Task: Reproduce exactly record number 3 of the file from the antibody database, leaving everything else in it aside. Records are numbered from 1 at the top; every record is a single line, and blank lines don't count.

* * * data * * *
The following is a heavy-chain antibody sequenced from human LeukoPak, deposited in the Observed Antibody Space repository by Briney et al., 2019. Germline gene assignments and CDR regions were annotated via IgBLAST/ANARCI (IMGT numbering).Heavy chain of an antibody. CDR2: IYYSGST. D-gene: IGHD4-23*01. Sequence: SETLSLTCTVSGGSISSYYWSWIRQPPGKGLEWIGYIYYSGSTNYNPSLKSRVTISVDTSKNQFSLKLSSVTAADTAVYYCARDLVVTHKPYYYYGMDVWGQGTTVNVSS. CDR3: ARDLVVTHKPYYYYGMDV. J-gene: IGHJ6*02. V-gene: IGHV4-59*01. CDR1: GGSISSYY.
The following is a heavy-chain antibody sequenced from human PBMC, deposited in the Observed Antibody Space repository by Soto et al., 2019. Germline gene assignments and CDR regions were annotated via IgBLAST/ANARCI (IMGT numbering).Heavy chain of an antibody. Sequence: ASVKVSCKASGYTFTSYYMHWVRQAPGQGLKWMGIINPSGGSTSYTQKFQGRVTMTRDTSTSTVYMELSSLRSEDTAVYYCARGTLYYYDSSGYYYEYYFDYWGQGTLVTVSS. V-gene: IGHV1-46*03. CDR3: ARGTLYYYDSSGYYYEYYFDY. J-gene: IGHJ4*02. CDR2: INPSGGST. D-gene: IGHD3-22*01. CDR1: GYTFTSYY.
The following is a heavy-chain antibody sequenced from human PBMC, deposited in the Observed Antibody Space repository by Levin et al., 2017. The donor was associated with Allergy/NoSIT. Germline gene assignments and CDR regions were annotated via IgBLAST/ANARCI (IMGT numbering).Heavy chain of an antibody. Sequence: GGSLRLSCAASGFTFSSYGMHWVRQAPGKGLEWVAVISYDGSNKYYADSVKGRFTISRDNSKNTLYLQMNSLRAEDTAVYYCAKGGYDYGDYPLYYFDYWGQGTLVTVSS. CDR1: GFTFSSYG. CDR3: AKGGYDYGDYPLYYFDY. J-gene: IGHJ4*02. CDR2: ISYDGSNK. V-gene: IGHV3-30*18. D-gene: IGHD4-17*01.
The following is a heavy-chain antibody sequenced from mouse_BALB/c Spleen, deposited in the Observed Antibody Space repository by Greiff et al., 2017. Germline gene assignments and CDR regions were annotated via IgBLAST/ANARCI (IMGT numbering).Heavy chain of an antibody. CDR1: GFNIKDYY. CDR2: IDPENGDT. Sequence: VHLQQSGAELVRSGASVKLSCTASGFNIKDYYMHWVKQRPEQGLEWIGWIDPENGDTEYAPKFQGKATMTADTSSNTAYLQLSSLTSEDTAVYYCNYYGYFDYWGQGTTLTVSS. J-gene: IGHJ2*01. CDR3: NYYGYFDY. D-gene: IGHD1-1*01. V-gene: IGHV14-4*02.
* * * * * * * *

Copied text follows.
The following is a heavy-chain antibody sequenced from human PBMC, deposited in the Observed Antibody Space repository by Levin et al., 2017. The donor was associated with Allergy/NoSIT. Germline gene assignments and CDR regions were annotated via IgBLAST/ANARCI (IMGT numbering).Heavy chain of an antibody. Sequence: GGSLRLSCAASGFTFSSYGMHWVRQAPGKGLEWVAVISYDGSNKYYADSVKGRFTISRDNSKNTLYLQMNSLRAEDTAVYYCAKGGYDYGDYPLYYFDYWGQGTLVTVSS. CDR1: GFTFSSYG. CDR3: AKGGYDYGDYPLYYFDY. J-gene: IGHJ4*02. CDR2: ISYDGSNK. V-gene: IGHV3-30*18. D-gene: IGHD4-17*01.